Correlations of FTH1 Expression and Immune Infiltration
Next to investigate the immunomodulatory role of FTH1, we assessed the relationship between FTH1 expression and immune infiltration level in GC samples. The results of correlation analyses of FTH1 with immune cells are shown in Table 1. and Fig. 7, the FTH1 expression level in GC showed a positive correlation with the infiltration of most immune cells. Taken together, these findings suggested that FTH1 might influence immune cell infiltration in GC.
Genetic Alteration and DNA Methylation of FTH1 in Gastric Cancer
Different degrees of genetic alterations in FTH1 were detected in 25 of 32 cancer types, including mutations, amplifications, deep deletions, and multiple alterations (Fig. 8A). Detailed mutations in FTH1 are shown in Fig. 8B, and we found that the genetic alteration rate was 1.36% among the 440 sequenced GC samples.
In addition, we presented the annotation information of DNA methylation probes and samples with a heatmap, including CpG sites, genomic regions, relation to islands, age, body mass index (BMI), ethnicity, survival status, etc. Through visualization of methylation levels and FTH1 expressions, we found that FTH1 methylation level was high in cg11748881 probe (Fig. 9A), and patients with FTH1 hypermethylation had a poor overall survival. Meanwhile, we found that 3 CpG sites (cg24898753, cg24496614, and cg09367425) located in CpG islands indicated a better prognosis (Fig. 9B-D).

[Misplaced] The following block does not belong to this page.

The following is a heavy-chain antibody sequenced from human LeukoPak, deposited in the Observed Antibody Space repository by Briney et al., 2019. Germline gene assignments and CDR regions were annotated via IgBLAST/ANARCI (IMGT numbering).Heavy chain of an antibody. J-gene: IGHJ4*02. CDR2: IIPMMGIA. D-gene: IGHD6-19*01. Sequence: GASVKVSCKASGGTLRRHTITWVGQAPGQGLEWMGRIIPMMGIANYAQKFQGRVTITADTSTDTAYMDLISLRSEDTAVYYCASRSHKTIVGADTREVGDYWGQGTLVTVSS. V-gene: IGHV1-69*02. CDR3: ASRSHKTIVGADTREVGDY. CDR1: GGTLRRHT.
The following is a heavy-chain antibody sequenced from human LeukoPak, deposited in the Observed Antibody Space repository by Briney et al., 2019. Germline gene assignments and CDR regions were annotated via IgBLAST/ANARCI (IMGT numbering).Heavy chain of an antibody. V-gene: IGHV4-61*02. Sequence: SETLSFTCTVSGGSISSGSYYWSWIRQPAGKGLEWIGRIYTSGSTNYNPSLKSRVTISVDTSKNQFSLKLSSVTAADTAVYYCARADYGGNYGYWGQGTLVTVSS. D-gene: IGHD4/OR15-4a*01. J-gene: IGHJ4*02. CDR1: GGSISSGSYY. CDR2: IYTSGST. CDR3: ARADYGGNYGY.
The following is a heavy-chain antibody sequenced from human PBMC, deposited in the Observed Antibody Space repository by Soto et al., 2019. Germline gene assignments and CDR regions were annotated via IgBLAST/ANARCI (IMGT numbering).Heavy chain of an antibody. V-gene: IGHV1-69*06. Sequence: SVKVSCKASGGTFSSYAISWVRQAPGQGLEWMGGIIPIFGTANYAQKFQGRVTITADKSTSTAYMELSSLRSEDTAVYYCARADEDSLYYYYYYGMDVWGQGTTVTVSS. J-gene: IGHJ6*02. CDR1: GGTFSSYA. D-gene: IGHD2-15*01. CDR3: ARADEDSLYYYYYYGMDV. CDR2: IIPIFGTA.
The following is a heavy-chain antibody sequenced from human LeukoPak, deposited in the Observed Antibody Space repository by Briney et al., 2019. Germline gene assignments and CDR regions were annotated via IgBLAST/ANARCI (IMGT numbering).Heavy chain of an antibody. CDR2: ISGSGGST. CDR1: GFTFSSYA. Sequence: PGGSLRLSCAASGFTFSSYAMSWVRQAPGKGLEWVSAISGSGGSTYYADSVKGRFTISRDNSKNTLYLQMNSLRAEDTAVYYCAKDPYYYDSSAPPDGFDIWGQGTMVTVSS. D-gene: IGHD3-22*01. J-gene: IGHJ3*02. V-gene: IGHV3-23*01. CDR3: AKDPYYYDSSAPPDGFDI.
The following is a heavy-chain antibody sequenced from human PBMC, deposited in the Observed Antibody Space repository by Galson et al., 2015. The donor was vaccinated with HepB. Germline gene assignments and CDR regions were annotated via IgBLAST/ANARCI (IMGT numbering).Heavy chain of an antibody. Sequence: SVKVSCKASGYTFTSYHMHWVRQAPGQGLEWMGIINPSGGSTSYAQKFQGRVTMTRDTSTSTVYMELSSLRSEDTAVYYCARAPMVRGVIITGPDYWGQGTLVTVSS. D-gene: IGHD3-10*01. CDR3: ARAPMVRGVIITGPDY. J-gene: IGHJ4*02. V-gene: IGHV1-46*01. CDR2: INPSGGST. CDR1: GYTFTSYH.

Figure 9 The MethSurv obtained the effect of methylation level and FTH1 expression on prognosis in GC. (A) The visualization between the methylation level and the FTH1 expression; (B–D) the Kaplan–Meier survival of the promoter methylation of FTH1
The Mechanism of FTH1 on Erastin-induced Ferroptosis in GC
By suppressing cystine uptake by cells, erastin increases GSH depletion and inactivates GPX4, which leads to the accumulation of lipid peroxidation, resulting in ferroptosis. A study has shown that cellular sensitivity to ferroptosis is related to multiple biological pathways, including lipid, glutathione, and iron metabolism. As shown in Fig. 10, FTH1 was involved in iron storage and autolysosomes and contributed to the maintenance of iron homeostasis and protection against iron overload.
FTH1 Overexpression Promoted Proliferation and Blocked Ferroptosis
To elucidate the role of FTH1 in GC pathogenesis, we transfected MGC803 cells with plasmid vectors to overexpress FTH1 in vitro, and RT-qPCR verified that the transfection efficiency was high (Fig. 11A). FTH1 overexpression promoted the proliferation of MGC803 cells (Fig. 11B). GSH/GPX4-based ROS scavenging indispensably prevents lipid peroxidation during ferroptosis. GSH levels were increased in OE-FTH1 cells (Fig. 11C). FTH1 overexpression inhibited ROS generation and MDA production (Fig. 11D-F).